Mumbai, Oct. 10: The Securities and Exchange Board of India (Sebi) today put out draft guidelines to set up real estate investment trusts (REITs) in India, reviving an effort that it had put on hold in 2008 during the global financial crisis.
The move is designed to open up a new funding avenue for the real estate sector.
REITs are similar to mutual funds in that they collect money from investors and put them into real estate assets that may comprise commercial projects such as office buildings, malls and housing complexes. Investors in REIT earn on account of both dividend (from the rent collected) and wealth accumulation (capital appreciation of the underlying property).
The consultative paper said retail investors would not be allowed to invest in this new instrument initially.
The REITs will be allowed to raise funds from any investor, resident or foreign. Until, the market develops, units of the REITs will be offered only to high net worth individuals (HNIs) or institutions. For this purpose, the minimum subscription size of these units has been kept at Rs 2 lakh and the unit size at Rs 1 lakh.
While REITs will be set up as trusts under provisions of the Indian Trust Act, 1882, such a trust should initially apply for registration with Sebi. The trusts can raise money by floating units only after they obtain registration.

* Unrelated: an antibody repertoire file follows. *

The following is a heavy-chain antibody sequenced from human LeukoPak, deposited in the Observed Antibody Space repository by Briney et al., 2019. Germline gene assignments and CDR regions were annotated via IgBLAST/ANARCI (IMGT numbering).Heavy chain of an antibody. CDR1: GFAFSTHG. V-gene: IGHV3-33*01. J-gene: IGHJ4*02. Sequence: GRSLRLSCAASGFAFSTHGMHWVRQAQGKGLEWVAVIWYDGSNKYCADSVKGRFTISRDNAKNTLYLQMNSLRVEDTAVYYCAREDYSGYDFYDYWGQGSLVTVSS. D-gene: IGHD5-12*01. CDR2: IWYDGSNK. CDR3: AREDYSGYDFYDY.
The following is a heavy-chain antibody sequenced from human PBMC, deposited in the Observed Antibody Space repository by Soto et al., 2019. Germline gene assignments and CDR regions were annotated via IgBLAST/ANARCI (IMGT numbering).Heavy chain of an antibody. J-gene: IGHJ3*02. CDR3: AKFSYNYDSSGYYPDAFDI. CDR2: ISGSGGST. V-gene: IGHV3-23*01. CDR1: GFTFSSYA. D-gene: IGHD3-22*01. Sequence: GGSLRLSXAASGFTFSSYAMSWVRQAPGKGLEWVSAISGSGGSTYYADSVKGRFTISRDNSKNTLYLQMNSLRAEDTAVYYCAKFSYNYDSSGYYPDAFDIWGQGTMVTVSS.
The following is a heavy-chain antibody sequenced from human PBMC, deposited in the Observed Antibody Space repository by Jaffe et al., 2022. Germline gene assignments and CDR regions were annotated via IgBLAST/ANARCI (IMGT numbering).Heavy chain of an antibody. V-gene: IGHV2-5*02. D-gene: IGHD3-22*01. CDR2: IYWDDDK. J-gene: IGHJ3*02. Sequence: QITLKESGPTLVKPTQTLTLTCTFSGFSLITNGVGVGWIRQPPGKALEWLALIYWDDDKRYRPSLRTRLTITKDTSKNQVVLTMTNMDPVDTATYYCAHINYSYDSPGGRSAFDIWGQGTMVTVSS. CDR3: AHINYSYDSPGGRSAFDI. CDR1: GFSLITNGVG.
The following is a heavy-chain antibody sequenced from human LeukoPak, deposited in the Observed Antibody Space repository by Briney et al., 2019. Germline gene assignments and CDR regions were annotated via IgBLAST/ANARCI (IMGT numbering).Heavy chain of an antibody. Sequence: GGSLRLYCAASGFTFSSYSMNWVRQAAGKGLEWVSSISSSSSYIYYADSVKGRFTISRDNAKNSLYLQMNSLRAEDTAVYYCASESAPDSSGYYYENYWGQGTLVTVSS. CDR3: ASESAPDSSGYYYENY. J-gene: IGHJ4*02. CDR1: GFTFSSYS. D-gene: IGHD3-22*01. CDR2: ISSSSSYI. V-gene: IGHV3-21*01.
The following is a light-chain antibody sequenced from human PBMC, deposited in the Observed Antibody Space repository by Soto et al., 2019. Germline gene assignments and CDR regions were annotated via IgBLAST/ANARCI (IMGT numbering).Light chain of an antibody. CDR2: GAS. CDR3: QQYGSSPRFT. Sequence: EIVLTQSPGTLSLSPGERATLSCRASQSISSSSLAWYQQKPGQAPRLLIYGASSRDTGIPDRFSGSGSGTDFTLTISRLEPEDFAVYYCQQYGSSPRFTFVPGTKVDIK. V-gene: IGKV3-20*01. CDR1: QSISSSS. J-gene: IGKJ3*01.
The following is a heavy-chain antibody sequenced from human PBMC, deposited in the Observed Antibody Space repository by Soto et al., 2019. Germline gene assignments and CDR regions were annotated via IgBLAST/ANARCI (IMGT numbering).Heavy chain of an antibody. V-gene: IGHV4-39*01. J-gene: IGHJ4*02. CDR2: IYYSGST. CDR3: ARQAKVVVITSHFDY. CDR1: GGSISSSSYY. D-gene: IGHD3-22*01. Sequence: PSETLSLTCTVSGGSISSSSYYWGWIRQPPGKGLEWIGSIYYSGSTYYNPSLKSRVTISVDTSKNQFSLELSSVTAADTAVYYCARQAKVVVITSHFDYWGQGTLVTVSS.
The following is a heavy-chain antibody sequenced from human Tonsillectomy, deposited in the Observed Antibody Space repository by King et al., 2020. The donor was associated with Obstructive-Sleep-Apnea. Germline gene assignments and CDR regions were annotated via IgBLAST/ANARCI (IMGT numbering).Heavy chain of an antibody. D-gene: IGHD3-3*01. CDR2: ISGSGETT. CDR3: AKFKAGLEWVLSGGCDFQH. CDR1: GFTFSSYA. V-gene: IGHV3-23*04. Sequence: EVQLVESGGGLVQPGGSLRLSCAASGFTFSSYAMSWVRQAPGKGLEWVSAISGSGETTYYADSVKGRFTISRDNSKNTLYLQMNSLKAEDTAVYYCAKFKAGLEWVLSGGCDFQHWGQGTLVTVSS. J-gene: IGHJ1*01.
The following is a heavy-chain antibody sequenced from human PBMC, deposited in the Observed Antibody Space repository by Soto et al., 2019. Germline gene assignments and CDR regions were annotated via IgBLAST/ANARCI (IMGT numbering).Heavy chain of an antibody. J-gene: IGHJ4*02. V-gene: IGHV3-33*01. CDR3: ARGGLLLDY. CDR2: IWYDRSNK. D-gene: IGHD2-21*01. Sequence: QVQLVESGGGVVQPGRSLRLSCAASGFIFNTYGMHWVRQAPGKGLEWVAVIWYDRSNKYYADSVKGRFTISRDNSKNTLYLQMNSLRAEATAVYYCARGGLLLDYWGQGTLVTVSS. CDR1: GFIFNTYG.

Moreover, a REIT will have trustees, sponsor, manager and a principal valuer.
According to the draft suggestions, the REIT will have to raise funds initially through an initial offer. The units of the REIT will have to be listed on the bourses. Later, they can raise additional funds through follow-on offers.
Sebi stipulated that for coming out with an initial offer, the size of the assets under the REIT would have to be worth at least Rs 1,000 crore. This is to ensure that initially only large assets and established players enter the market.
Further, the minimum offer size has to be Rs 250 crore and there should be a minimum public float of 25 per cent so as to ensure adequate public participation and float in the units.
According to property consultant Knight Frank India, real estate is facing challenges to raise money and REITs could not only address this problem but also solve the housing shortage in the country.
Sebi’s move was welcomed by experts in the sector.
“Once in place it will provide an additional exit route for investors and enable retail money to be channelled into India’s realty sector through a regulated network. The introduction of REITs in the long term would propel the sector, spurring capital inflows and bringing institutional credibility,” said Anshuman Magazine, chairman & managing director at CBRE South Asia Pvt Ltd, the commercial real estate services and investment firm.